A restored mid-19th century copy of a painting depicting George Washington and French general Rochambeau during the last major battle of America’s Revolutionary War has been installed at the Museum of the American Revolution. The painting will be prominently displayed when the Museum opens to the public on April 19.
The painting depicts Washington and Rochambeau giving orders at Yorktown, Virginia. Rochambeau played a major role in helping the Continental Army win the war. The two men stand in front of a marquee tent much like George Washington’s Headquarters Tent, one of the most iconic surviving artifacts of the Revolution, which also is featured in the Museum.
The original 1836 Couder painting hangs in the Hall of the Battles in the Palace of Versailles. It was commissioned as part of a series of works commemorating the great moments of France’s military history. The Museum’s copy is believed to have been painted by French artist Henry LeGrand and exhibited in 1860 at the Chicago Art Union.
Three notable New York firms contributed to the conservation, stretching and framing of the LeGrand canvas. The painting was conserved by Lowy Frame and Restoring Company, a leading fine arts services firm established in 1907. Prior to install, the canvas was stretched, minimally inpainted, and varnished on site by Amy Sokoloff and John Powell of Chelsea Restoration Associates, a widely respected painting restoration studio. Gill & Lagodich, an acclaimed antique frame gallery, custom built the elegant frame, based on a 19th century American example from their extensive collection. The National Society Daughters of the American Revolution (DAR) provided a substantial grant to underwrite the majority of painting conservation, framing, and installation.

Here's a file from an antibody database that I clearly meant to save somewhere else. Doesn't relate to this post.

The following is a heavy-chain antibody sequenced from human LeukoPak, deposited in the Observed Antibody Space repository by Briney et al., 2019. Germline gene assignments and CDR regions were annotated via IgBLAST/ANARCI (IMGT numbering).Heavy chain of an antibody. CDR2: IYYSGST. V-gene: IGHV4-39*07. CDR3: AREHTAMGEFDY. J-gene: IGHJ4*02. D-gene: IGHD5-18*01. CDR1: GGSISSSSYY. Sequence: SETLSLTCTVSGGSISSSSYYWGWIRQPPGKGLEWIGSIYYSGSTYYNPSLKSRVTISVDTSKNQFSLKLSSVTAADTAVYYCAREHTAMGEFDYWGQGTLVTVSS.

“DAR is proud to be able to support the efforts to conserve and display this magnificent painting,” said Ann Dillon, President General of the Daughters of the American Revolution. “We are so pleased to join with the Museum of the American Revolution in the shared educational goal to ensure future generations understand the importance and relevance of the inspiring ideals of the American Revolution.”
One of the 3000 chapters of the National Society is Craig Valley which currently has 20 members and meets regularly in New Castle to plan service projects, celebrate American history and recognize their ancestors who supported the cause of the American Revolution. For more information, contact Regent Diane Givens 580-3745 or Registrar Margaret Hines 864-8447.
– Submitted by Diane Givens